No room for fear
Published 4:51 am Wednesday, February 13, 2019
This was the long awaited trip to Alabama for the hip replacement I had put off year after year. My eyes perused the somewhat nondescript décor of our hotel room in Birmingham. Our accommodations were neat and clean if not first class. We weren’t here for vacation, after all, so this room close to the hospital would suit us nicely. I only hoped that I could get a good night’s rest before the big day ahead.
As my emotions, which I had held so firmly in check earlier in the day, began to wobble toward anxiety I consciously determined not to give in to worry. I tapped my toothbrush on the sink after brushing and began my nightly ritual of flossing all the while willing my mind to relax.
I showered using the rest of the bottle of special antibacterial soap thinking I would be glad to use my own next time. With a Christian romance novel in hand I nestled into the fresh smelling sheets and prepared to read myself to sleep. No sooner had I settled down than my phone started lighting up. I couldn’t give in to worry when I received a flood of well wishes from my new young friends from the weekend before.
My last conscious thought before drifting into that space between reality and dreamland was how wonderful it would be if I could be the first surgery of the day. I knew everyone wanted to be first, and it was a lot to ask, but I breathed a little prayer anyway.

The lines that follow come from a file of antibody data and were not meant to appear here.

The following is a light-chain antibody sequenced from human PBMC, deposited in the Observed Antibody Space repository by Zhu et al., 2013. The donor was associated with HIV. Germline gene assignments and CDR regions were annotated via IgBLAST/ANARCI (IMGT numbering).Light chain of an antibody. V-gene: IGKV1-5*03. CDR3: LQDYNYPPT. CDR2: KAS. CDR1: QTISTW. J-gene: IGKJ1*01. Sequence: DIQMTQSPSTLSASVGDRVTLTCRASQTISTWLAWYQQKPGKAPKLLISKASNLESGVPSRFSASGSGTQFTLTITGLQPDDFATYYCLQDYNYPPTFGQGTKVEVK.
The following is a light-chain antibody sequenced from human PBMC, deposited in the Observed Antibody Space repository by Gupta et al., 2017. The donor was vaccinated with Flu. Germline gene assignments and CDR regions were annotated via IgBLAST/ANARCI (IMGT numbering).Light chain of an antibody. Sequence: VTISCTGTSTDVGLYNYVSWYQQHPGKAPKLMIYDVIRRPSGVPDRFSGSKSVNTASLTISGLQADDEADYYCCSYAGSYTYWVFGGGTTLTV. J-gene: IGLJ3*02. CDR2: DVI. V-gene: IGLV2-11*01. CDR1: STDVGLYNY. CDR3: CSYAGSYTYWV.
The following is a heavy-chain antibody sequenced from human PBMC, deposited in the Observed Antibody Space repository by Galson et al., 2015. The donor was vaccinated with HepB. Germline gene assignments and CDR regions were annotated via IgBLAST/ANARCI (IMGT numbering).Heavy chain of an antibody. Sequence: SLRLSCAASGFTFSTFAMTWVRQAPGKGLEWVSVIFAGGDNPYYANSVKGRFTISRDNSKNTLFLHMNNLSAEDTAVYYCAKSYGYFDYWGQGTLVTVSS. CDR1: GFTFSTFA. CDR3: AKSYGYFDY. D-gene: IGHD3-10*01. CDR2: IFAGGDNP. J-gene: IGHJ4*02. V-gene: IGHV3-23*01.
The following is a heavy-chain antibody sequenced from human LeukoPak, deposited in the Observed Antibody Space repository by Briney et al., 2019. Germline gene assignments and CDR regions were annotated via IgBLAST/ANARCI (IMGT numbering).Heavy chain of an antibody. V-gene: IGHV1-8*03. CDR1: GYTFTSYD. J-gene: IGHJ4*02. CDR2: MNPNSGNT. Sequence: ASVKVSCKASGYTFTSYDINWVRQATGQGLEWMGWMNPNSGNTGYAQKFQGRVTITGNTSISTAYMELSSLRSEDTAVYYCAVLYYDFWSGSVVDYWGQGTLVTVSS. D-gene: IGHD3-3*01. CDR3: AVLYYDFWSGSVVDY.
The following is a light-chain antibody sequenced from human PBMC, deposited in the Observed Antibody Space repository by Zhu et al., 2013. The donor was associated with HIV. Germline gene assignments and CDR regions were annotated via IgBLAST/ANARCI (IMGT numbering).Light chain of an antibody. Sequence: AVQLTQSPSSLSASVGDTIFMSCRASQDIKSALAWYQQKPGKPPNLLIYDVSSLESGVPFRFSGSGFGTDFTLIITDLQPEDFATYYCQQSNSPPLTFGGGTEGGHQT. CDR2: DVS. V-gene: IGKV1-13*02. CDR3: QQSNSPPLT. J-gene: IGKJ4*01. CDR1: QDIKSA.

Morning came quickly, especially since we had to be at the hospital for a five a.m. registration. I couldn’t wear makeup or have coffee or breakfast so it didn’t take nearly as long as usual to get ready. It was cold in Birmingham on Jan. 31, so Mike dropped me off at the entrance while he parked the car. We arrived right on time and had barely taken a seat when my name was called.
Mike and I walked to the back, and things started happening so fast I could hardly believe it. What I had assumed was one step in a long process of waiting my turn was anything but. Before I knew what was happening I was in a room with a nurse hooking up an IV.
“When did you last eat?”
“When did you last drink?”
“Did you use the disinfecting soap for the last three days?”
“Wow! I can’t believe things are happening so fast,” I said to the nurse standing nearby.
“We don’t mess around here. We have a lot of surgeries to do, and you are the first one of the day,” she answered.
At that exact moment I felt a wave of warmth flow over me like golden honey. I knew without a doubt that I was exactly where I was supposed to be. I didn’t feel fear because I knew that I was not alone.
Jan Penton Miller can be reached at firstname.lastname@example.org.